Tuesday, 16 November 2010

My book

Although we managed to have copies of my new book, Hunting with Air Rifles – The Complete Guide, ready in time for the Midland Game Fair, it has now been officially released and is available through most major bookstores and selected shooting magazines (see the book clubs in Airgun Shooter and Sporting Rifle).

It’s a 180-page hardback, detailing all aspects of hunting with air rifles - from simple springers to the latest pre-charged guns.
Chapters cover airguns and how they work; choosing the right gun for the job; different sighting systems and how to set them up and use them properly; ammunition and calibre selection; shooting stances and techniques; clothing and accessories; the law; acquiring shooting permission; quarry habits; hunting tactics and field craft through the changing seasons; hide building; FAC-rated airguns; game preparation and a wide range of easy-to-follow recipes for rabbit and pigeon.

My intention was to produce an in-depth guide to help enthusiastic airgun shooters make the most of their time in the field (and turn the result into a tasty meal) but there’s also lots in there to help more experienced shots to raise their game. Whether culling rats and feral pigeons around the farmyard, decoying pigeons over corn stubbles, shooting squirrels in the woods or hunting rabbits for the pot, it’s all covered.

The book is the distillation of what I have learned, through success and failure, during almost 25 years of hunting with air rifles.
All of the photos are by myself and my good friend Kev Hawker, who those of you who read the airgun magazines will probably recognise. Jeffrey Olstead at the BASC was kind enough to write a foreward, illustrator Jon Brammer at Creative Fold did a great job with images to introduce each chapter (as you can see) and I’m really pleased with what the design team at Northumbria Press achieved with the layout.

Wednesday, 3 November 2010

Westy Tray product test

I managed to get out with the SmoothShooting Westy Tray at the weekend and can certainly say that it makes loading Daystates a lot easier when in single-shot mode. You hardly have to look as the steep-sloping sides roll the pellet into its track in front of the probe, and there's not the risk of pellets rolling out the other side as with the standard tray.
Have a look at the profiles of the Westy (top) and standard tray (bottom) to see how it works.

You'll also notice that the Westy Tray has four fixing magnets whereas the Daystate has just two. However, the Westy lacks the locking pins that keep the Daystate tray rock solid and, although it has locating skirts on either side of the contact point, there is some discernable creep from left to right - probably just a fraction of a millimetre, though. The absence of those pins means you can fit the Westy either way round so it can quickly and easily be switched from left-hand to right-hand loading.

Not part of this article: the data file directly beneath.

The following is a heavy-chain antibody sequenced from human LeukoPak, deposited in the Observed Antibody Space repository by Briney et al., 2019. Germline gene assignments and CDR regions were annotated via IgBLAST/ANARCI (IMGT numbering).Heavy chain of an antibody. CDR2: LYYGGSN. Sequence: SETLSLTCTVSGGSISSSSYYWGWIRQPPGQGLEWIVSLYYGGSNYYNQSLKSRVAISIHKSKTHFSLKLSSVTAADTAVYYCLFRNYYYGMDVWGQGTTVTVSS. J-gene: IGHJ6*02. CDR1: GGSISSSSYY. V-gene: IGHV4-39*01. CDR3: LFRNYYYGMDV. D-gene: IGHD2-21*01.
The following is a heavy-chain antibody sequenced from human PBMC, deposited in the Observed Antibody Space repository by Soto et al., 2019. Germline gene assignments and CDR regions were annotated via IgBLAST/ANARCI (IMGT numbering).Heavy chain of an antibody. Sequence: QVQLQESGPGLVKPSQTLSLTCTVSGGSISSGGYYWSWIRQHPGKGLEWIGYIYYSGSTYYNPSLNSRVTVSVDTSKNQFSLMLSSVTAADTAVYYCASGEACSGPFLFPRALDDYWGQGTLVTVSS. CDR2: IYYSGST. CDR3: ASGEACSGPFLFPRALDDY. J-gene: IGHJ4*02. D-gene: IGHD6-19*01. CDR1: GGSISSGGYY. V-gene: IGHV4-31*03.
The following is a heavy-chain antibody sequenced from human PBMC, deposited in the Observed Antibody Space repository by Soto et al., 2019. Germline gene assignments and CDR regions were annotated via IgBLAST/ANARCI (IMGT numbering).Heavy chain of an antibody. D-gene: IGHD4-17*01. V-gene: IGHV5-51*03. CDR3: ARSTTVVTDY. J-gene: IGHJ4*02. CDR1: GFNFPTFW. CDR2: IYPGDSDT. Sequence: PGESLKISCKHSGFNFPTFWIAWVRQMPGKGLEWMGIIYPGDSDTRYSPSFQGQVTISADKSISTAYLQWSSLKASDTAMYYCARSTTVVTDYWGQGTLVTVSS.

In use, the all-important alignment seemed to be perfect and there was no hint of contact with the loading probe or its O-ring.
Loading was much, much easier although it is harder to retrieve pellets from the deep-sided Westy should you happen to chuck one in the wrong way round!

On the range...

These groups were shot from at bipod at 40 metres with a steady right to left wind. The red target cicles are 10mm across. Groups shot with the Daystate tray are on the left and the Westy on the right.
As you can see, there really is very little difference in terms of down-range performance, and the shot that strayed slightly high in the top-right group can probably be put down to the weather conditions.

How it looks...
The Westy Tray is very well engineered and really doesn't look like a retro-fit gadget. Here it is on my Daystate Mk4.

For more info, see http://www.smoothshooting.com/

Tuesday, 2 November 2010

First rat of the winter

I keep poultry in my garden and this means that one or two rats occasionally show up for a sniff around the chicken run when natural food supplies get low during the colder months. My poultry run is made of 25mm wire mesh, the bottom foot of which is buried so they can't get in but it doesn't stop them from trying. The first rat of the year (pictured) arrived last night!

My first line of defence against rats is a Fenn trap that is hidden behind the back of the run and, as you can see, it is very effective. Once set, the trap is placed inside a wooden tunnel which is made secure to prevent any embarrassing accidents with neighbours' cats.

As soon as rats arrive on the scene, they course around the outer boundary of the run, looking for a way in, and soon fall victim to the trap. If I catch any more in the next day or two, I'll be investigating with gun and lamp...